Walk between walls of rock at the aptly named Crack in the Ground volcanic fissure, located 82 miles southeast of Bend. The fissure is over two miles long and up to 70 feet deep, and it offers a unique hiking experience to those who love to be face-to-face with the bones of the Earth.
Crack in the Ground marks the western edge of a small volcanic-tectonic depression formed by lava flows from Green Mountain. When the lava hit a concealed fault zone and then cooled, the earth fractured along the fault’s hingeline. Now the broken ground is stable and dry thanks to the arid environment.
A maintained trail runs along the length of Crack in the Ground, and hikers can walk along its length and explore its tributaries. Although the trail is only a quarter-mile long, the narrow path, with just a sliver of sky above, makes the walk feel much longer. There’s more to see down there than rock formations; check out a variety of mosses, get some exercise clambering over boulders, and appreciate the straggly vegetation straining towards the slice of big blue up above.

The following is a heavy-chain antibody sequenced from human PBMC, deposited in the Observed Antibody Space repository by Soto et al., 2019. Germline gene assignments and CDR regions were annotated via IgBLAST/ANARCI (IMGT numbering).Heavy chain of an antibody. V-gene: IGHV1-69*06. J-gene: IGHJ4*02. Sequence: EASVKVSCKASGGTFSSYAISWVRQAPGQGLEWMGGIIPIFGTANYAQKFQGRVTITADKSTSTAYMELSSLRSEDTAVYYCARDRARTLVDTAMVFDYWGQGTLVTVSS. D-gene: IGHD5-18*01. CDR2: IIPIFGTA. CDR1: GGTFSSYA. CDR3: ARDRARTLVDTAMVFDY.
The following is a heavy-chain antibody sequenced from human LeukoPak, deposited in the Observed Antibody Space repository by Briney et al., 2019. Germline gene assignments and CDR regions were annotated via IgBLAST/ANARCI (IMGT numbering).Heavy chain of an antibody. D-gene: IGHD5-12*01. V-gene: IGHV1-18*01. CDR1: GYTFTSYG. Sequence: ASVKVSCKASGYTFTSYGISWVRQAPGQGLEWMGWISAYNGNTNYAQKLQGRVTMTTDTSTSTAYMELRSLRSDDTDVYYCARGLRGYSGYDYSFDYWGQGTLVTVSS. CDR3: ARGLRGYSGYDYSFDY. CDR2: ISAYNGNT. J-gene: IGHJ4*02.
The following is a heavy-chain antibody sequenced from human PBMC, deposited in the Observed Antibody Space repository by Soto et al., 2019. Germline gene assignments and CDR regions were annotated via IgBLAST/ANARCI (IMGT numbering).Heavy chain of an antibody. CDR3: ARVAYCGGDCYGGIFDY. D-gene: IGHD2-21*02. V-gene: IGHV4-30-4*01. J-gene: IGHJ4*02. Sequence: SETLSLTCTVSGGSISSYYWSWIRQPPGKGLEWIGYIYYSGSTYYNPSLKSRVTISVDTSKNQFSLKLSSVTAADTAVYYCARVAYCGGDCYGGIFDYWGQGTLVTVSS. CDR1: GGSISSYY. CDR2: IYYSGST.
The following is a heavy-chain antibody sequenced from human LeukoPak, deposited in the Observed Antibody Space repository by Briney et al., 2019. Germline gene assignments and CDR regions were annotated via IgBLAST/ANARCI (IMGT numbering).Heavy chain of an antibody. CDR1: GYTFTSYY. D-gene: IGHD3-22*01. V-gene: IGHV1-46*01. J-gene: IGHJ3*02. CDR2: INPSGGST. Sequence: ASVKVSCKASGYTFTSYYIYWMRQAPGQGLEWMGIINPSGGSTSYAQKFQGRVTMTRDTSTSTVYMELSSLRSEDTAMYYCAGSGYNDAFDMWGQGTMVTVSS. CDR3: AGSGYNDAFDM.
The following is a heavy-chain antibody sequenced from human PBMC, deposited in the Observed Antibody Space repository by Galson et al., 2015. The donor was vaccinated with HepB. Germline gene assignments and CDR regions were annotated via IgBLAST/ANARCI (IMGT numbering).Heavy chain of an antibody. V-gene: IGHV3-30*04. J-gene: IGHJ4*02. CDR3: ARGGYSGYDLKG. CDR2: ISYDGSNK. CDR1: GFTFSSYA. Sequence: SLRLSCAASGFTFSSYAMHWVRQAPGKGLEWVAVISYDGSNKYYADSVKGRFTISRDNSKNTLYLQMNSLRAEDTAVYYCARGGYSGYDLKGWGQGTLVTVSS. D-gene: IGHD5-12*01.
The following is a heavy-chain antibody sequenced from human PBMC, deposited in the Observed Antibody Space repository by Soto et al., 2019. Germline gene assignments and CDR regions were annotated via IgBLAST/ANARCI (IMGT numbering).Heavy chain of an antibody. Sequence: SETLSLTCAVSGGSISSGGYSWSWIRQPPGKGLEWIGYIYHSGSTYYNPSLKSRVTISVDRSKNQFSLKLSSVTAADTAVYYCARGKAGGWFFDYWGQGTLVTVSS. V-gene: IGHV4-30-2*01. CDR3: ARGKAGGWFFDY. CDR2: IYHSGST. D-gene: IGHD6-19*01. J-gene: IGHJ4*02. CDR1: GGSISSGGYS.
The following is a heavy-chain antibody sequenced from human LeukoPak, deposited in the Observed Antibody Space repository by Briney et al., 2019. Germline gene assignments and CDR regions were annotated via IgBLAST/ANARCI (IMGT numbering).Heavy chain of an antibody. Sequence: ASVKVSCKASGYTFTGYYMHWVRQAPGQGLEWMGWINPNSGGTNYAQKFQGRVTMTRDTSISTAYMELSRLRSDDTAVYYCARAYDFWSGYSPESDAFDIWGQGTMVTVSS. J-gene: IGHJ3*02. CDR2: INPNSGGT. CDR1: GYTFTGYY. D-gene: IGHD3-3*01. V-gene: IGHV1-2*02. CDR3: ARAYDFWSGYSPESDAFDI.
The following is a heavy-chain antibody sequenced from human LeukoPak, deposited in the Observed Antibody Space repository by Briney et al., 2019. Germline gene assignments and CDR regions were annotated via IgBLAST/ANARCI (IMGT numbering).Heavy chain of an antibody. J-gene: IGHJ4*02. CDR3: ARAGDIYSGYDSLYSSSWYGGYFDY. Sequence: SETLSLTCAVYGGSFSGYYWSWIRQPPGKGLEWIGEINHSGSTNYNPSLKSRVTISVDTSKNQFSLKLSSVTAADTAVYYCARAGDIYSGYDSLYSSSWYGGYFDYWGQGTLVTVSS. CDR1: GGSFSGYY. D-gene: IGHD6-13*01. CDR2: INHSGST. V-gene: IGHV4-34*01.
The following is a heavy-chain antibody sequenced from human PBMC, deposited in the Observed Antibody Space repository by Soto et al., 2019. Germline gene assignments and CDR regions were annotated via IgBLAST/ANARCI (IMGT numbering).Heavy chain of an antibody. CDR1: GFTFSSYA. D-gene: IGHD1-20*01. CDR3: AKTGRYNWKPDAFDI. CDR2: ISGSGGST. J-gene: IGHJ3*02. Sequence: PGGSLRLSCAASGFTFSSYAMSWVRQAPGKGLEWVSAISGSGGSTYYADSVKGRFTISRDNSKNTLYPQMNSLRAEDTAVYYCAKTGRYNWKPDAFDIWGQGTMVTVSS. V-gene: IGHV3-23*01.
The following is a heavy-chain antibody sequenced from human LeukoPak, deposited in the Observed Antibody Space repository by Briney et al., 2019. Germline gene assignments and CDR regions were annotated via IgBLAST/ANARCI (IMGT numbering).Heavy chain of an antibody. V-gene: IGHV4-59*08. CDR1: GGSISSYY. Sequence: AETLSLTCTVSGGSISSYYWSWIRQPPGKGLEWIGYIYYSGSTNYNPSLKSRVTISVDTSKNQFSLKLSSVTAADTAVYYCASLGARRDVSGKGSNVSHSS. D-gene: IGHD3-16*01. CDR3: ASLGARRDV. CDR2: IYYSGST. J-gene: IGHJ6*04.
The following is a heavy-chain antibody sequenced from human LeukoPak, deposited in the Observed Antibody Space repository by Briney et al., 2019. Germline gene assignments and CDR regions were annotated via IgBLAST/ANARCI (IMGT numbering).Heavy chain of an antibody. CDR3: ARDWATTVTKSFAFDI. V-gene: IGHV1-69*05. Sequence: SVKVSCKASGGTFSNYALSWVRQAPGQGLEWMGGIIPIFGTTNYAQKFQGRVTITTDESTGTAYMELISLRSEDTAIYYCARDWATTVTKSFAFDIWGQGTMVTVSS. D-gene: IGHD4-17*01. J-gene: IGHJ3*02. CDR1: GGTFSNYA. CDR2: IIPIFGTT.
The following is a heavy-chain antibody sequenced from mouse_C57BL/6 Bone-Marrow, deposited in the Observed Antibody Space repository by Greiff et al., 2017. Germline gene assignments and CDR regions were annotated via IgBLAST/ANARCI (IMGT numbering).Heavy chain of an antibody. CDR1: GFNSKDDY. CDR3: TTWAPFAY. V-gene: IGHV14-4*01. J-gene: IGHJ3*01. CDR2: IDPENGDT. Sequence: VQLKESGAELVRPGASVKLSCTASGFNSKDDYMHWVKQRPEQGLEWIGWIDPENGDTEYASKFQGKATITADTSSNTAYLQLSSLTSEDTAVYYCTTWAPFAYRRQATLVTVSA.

Wear your good hiking boots, as the ground is sandy and full of lose rocks. Also, expect the environment along the fissure’s bottom to be cooler than the surface, sometimes as much as 20 degrees.
From the town of Christmas Valley, travel north about seven miles on the Crack in the Ground Road until you hit a parking area. Parking and the hike are free.